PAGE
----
Pinkerton Gets Stay 26 Minutes Before Scheduled Execution
HUNTSVILLE, Texas (AP) _ The U.S. Supreme Court granted a stay of execution today for convicted murderer Jay Kelly Pinkerton, 26 minutes before he was to be put to death for the rape and mutilation of a mother of three.
Pinkerton, a 23-year-old meat cutter from Amarillo, was waiting in a holding cell only a few feet from the death chamber when Warden Jack Pursley told him the execution had been blocked.
″Thank you,″ Pinkerton said and shook Pursley’s hand. He was to be taken back to his Death Row cell at the Ellis Unit, 13 miles away.
He would have been the youngest inmate executed since the Supreme Court restored the death penalty in 1976.
″We were of the opinion that a stay probably wouldn’t be granted,″ Texas Attorney General Jim Mattox said in announcing the decision the high court handed down just after midnight in Washington.
″We looked at the issues and didn’t see any meritorious issues.″
Pinkerton, a convicted burglar with a history of juvenile crime, was sentenced to die by injection shortly after midnight Wednesday for the Oct. 26, 1979, rape and slaying of Sarah Donn Lawrence, 30, who was stabbed repeatedly and mutilated while her children, ages 4 through 8, slept in another room.
He also was sentenced to death for a similar mutilation slaying five months later, of Sherry Welch, 25, a former beauty queen.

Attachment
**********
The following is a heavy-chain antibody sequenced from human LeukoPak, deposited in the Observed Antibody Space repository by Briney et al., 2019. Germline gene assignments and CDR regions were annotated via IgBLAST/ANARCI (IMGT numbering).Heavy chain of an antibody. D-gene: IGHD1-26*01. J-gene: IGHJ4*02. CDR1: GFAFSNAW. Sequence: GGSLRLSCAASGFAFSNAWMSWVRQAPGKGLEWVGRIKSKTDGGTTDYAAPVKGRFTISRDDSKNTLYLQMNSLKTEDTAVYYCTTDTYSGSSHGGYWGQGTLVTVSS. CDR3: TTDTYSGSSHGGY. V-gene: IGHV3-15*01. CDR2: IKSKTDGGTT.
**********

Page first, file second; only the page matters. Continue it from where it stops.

″It figures,″ Mrs. Lawrence’s mother, Virginia Royer of Lubbock, said after learning of the stay. ″I was afraid this would happen. But maybe it was God’s will.″
″Oh, why?″ Mrs. Welch’s father, Joe Hales asked. ″My wife and I are really hurting. I just can’t believe the law goes that way.″
The Supreme Court’s 6-2 decision came two days after the 5th U.S. Circuit Court of Appeals in New Orleans refused to block the execution.
″We were not surprised,″ Margie Pinkerton, the prisoner’s mother, said. ″We felt he would get it all along.″
Mattox said five justices halted the execution because of questions raised about Pinkerton’s trial lawyers and allegations that information from a jail cellmate was illegally used against him.
″We had hoped the Supreme Court had a means of acting faster. But we have not been able to do that,″ he said.
Pinkerton’s was one of four executions scheduled this week. All were blocked.